Printer's Greek

I’m told this is called “printer’s greek” - used as filler when mocking up a publication. Apparantly it is text taken from a copy of The Extremes of Good and Evil by Cicero, written in 45 BC. (link) but why/when did it get called greek?

Or is my source mistaken?


It’s often used as filler to show a layout without actual content. Some desktop publiching packages show just squiggly lines instead of actual text when the point size gets too small. I think the expression is “it’s all Greek to me,” applies.

Thank you for posting the “lipsum” link - I hadn’t known the connection to Cicero. One note – not all the text of the example you posted is Latin. Some of it is just garble (for example, “sadipscing elitr” and “kasd gubergren”).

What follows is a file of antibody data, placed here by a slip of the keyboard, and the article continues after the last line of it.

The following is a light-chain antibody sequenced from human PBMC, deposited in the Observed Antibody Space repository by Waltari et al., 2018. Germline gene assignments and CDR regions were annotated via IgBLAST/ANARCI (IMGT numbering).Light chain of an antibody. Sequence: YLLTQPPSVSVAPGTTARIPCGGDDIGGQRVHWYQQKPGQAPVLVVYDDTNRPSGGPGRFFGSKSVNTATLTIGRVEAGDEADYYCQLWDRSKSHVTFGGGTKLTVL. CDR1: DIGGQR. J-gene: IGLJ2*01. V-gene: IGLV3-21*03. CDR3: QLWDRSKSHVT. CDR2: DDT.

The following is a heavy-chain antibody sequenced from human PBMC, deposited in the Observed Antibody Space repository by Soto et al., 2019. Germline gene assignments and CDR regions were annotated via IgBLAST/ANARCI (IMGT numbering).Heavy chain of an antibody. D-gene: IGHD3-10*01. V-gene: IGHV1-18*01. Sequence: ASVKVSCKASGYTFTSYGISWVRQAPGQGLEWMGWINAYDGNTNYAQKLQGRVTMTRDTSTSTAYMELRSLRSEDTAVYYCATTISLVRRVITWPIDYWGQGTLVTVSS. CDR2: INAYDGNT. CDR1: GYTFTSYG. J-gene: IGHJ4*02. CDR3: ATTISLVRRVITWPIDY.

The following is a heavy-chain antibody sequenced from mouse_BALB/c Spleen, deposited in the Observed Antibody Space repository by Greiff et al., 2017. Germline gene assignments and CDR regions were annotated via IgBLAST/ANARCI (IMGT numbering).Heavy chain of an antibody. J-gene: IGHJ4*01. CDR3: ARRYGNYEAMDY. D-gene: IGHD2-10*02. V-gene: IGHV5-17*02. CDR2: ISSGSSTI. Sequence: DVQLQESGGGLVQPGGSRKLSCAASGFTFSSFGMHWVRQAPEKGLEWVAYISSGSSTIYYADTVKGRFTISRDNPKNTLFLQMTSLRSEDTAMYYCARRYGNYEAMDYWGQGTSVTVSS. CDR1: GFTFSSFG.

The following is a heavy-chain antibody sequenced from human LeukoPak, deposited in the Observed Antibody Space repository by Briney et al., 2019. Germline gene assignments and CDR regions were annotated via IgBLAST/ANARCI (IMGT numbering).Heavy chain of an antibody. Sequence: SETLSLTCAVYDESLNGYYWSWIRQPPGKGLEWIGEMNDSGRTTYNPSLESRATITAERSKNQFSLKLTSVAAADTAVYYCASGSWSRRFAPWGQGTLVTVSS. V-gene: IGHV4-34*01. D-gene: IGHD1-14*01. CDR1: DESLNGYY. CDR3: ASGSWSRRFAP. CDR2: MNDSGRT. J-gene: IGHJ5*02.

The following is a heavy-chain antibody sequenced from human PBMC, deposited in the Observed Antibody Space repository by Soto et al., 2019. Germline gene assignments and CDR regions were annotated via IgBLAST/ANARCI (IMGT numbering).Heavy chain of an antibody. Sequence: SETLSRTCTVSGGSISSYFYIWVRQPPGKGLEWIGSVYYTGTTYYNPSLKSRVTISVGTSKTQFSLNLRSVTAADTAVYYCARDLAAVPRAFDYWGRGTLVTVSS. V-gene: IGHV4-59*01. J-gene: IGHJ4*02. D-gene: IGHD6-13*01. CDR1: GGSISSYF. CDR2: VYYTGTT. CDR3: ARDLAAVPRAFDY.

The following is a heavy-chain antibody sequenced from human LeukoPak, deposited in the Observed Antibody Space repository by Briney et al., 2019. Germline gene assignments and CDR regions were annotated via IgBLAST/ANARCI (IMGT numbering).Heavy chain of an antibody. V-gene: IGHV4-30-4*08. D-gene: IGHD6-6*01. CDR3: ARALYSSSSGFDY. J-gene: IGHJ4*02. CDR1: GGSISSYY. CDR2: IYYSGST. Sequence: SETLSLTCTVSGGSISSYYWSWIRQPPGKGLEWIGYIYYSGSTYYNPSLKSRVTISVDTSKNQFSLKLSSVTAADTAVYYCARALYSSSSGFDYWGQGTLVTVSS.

I think I’ve seen more examples with patches of garble than I have of pure Cicero; looks to me like the text mutates about as fast as fruit flies.

Cecil covered this a couple of years ago and the subsequent discussion was also worth reading.